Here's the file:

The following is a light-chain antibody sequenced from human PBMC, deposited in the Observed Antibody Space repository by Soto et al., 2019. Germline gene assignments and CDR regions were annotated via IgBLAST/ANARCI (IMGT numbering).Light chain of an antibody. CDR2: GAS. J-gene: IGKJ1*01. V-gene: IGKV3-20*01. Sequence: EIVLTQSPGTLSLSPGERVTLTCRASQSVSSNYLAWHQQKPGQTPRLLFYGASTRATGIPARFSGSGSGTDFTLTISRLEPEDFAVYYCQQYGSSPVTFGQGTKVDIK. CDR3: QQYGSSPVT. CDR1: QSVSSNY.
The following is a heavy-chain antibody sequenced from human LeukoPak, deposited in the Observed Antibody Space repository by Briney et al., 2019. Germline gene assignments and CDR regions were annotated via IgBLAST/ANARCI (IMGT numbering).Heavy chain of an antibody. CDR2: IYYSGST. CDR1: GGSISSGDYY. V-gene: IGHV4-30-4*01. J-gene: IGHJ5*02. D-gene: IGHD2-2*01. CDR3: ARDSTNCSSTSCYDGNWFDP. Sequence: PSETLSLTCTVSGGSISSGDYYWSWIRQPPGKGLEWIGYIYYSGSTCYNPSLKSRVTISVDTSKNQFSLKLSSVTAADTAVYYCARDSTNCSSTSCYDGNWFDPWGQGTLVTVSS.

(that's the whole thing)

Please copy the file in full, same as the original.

The following is a light-chain antibody sequenced from human PBMC, deposited in the Observed Antibody Space repository by Soto et al., 2019. Germline gene assignments and CDR regions were annotated via IgBLAST/ANARCI (IMGT numbering).Light chain of an antibody. CDR2: GAS. J-gene: IGKJ1*01. V-gene: IGKV3-20*01. Sequence: EIVLTQSPGTLSLSPGERVTLTCRASQSVSSNYLAWHQQKPGQTPRLLFYGASTRATGIPARFSGSGSGTDFTLTISRLEPEDFAVYYCQQYGSSPVTFGQGTKVDIK. CDR3: QQYGSSPVT. CDR1: QSVSSNY.
The following is a heavy-chain antibody sequenced from human LeukoPak, deposited in the Observed Antibody Space repository by Briney et al., 2019. Germline gene assignments and CDR regions were annotated via IgBLAST/ANARCI (IMGT numbering).Heavy chain of an antibody. CDR2: IYYSGST. CDR1: GGSISSGDYY. V-gene: IGHV4-30-4*01. J-gene: IGHJ5*02. D-gene: IGHD2-2*01. CDR3: ARDSTNCSSTSCYDGNWFDP. Sequence: PSETLSLTCTVSGGSISSGDYYWSWIRQPPGKGLEWIGYIYYSGSTCYNPSLKSRVTISVDTSKNQFSLKLSSVTAADTAVYYCARDSTNCSSTSCYDGNWFDPWGQGTLVTVSS.